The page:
Tuesday, May 31, 2005


I doubt that any cliché has been used more frequently to undermine ethical reflection than this one: "Who’s to say what’s right or wrong?" No discussion of morality can proceed very far before someone empties his philosophical quiver and unleashes this sophomoric rhetorical challenge.

The unstated implication behind the question is that ethical principles are nothing more than personal tastes. Given this assumption, the declaration that one type of behavior is better than another becomes equivalent to announcing that steak is good and broccoli bad. All ethical judgments are thus reduced to arbitrary acts of imposition. A thing is labeled ‘bad’ only because some high-handed dude has declared that it is.

It is worth noting that no one employs this shopworn challenge in the arena of science-- because within that discipline it is assumed that some answers are closer to the truth than others. Even in history and sociology, most folks would dismiss "Who’s to say" challenges with a sneer. The obvious response is that "evidence" and "coherence" are the standards for deciding whether a proposition is true or false--not the declaration of some disciplinary czar vested with absolute authority to impose his will on less-influential practitioners.

When it comes to ethics, however, all these considerations are ignored --as if everyone knows that no such thing as ethical evidence exists. Such an idea would come as a shock to Plato, Aristotle, and Aquinas--as well as to more recent thinkers like Kant or John Stuart Mill. Heck, even Karl Marx spent decades cooking his economic books in order to convince readers that Communism was both morally superior and historically inevitable.

In addition to ignoring the possibility that ethical evidence exists, those who fling the "Who’s to say" ratchet into the cogs of ethical reflection also ignore something else--namely, that their rhetorical challenge presupposes the existence of a moral standard that it simultaneously denies.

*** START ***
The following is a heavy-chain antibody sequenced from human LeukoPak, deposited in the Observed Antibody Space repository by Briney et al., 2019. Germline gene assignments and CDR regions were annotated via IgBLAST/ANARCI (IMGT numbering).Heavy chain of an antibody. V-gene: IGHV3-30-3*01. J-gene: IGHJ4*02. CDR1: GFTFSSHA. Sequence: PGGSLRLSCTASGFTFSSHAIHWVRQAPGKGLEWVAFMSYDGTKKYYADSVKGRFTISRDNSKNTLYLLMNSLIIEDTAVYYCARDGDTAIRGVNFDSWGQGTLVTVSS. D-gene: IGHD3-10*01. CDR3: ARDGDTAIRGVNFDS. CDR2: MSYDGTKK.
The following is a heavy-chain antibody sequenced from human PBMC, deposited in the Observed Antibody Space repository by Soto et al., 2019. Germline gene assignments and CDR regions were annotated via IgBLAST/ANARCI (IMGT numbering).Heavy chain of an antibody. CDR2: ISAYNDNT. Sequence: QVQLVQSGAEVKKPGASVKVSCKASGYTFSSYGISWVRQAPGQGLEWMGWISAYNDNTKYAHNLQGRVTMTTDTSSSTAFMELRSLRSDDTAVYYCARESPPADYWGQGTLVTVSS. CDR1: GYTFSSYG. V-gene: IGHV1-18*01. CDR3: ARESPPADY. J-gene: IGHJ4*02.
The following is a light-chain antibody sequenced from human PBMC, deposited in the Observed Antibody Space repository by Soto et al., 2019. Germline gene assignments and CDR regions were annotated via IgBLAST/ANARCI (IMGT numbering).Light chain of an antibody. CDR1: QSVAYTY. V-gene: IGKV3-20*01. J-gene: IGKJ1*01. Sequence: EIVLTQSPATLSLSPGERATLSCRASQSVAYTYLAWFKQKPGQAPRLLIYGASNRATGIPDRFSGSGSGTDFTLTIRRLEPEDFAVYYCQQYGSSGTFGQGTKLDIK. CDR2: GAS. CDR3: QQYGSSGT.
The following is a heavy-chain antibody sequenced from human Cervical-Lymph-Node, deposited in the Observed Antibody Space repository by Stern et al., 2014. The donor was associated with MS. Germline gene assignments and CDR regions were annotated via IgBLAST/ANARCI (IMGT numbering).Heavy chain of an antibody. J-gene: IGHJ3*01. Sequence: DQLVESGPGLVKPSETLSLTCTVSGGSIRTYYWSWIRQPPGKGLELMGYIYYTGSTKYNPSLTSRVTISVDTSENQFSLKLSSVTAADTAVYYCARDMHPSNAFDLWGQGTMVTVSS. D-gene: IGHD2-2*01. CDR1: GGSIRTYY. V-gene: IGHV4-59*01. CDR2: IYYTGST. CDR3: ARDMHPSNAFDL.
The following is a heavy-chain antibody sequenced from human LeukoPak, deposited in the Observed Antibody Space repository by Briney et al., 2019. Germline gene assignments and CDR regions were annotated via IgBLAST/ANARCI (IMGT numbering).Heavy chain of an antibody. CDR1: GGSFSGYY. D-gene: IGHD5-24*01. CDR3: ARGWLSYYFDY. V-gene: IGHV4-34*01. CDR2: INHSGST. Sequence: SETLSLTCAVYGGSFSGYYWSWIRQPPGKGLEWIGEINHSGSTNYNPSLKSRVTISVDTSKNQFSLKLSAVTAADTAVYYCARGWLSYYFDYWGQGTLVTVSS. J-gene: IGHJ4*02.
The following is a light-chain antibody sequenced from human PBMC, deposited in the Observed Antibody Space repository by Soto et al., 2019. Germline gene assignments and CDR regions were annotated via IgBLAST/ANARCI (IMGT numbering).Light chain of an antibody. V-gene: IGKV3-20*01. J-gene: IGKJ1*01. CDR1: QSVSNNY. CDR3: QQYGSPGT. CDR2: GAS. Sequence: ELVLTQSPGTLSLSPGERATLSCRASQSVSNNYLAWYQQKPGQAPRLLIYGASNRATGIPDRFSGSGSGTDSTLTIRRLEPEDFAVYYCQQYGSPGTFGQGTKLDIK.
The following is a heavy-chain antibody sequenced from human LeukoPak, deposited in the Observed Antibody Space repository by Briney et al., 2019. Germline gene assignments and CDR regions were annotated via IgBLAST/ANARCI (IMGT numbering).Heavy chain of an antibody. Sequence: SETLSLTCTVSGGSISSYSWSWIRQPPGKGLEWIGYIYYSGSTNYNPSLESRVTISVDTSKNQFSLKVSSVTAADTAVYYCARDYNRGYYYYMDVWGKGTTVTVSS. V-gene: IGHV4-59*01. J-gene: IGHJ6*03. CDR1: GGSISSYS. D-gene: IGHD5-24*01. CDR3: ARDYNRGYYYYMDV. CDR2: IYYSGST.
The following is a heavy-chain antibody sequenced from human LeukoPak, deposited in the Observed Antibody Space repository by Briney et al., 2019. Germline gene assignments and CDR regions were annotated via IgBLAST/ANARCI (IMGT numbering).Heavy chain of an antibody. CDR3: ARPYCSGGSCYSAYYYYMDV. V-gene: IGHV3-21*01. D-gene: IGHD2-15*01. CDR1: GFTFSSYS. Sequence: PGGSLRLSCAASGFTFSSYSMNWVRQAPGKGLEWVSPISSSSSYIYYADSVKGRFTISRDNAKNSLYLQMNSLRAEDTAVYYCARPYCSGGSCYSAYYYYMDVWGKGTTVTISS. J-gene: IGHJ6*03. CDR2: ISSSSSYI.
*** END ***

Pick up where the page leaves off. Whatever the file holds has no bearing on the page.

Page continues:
The "Who’s to say" argument is only effective because it makes any possible answer to the question morally indefensible--since nothing is true simply because so and so says it is. But if nothing can be declared immoral, then there is no basis for rejecting the arbitrary imposition of one person’s values on another. Put succinctly, the "Who’s to say" argument presupposes two contradictory ideas: 1) All moral statements are arbitrary impositions. 2) Arbitrary impositions are immoral.

The clichéd interrogative requires the very morality it denies. And then it employs that sliver of moral indignation to undercut serious moral reflection. The fact that "immoralists" are reduced to blatant self-contradiction in their most popular logical offensive is a bit of evidence worth pondering. The fact that most people don’t recognize this logical con-game is a tribute to the intellectual and moral sloth of a culture that would rather let sleeping consciences lie.


G.Rap said...

Excellent brief articulation of the huge moral problem of our time: the pretense that there are no moral absolutes except the unacknowledged ones of the speaker! Bravo.

Anonymous said...

Interesting. Moral is a tricky word; I'm still not sure what most people mean when they say it.

Is the "who's to say" line merely expressing skepticism, expressing that many moral claims lack substantive grounding? If so, would the best response be not to write off the line as contradictory but to try and ground the moral claim in some set of beliefs the listener shares?

However, if "who's to say" is just stating absolute moral skepticism, it probably does deserve to get written off and or made fun of.

RKirk said...

Moral isn't a "tricky" word in my view. It derives from a general term that refers to "mores" or "habits" and "customs" but, in its narrower usage, denotes actions that are ethically sound--
i.e. that correspond with the way the universe is and the way we are, essentially. Read C. S. Lewis's THE ABOLITION OF MAN for a more extensive discussion of "the Tao" or "Rita" or "natural law"--all terms that refer to a concept that is at the root of every culture. Humans can act, as Kant said, according to a conception of what is right--i.e. moral.

What is, in fact, "tricky" is determining, in certain circumstances, what exactly IS moral--or, to reiterate Plato's question, how to define (with precision) the word "virtue" (THE MENON).

As for the question "Who's to say?" my essay is devoted to addressing the issues you raise. Those who employ the question as an "immoral" weapon want to have their cake and eat it too. They both dismiss morality as subjective and appeal to a non-subjective morality that they use to dismiss the arbitrary imposition of moral opinions on others. The latter usage, however, is only logical if the former idea is abandoned. Did you get that essential point?

maurile said...

A thing is labeled ‘bad’ only because some high-handed dude has declared that it is.

Sounds like theistic moral reasoning in a nutshell. ;)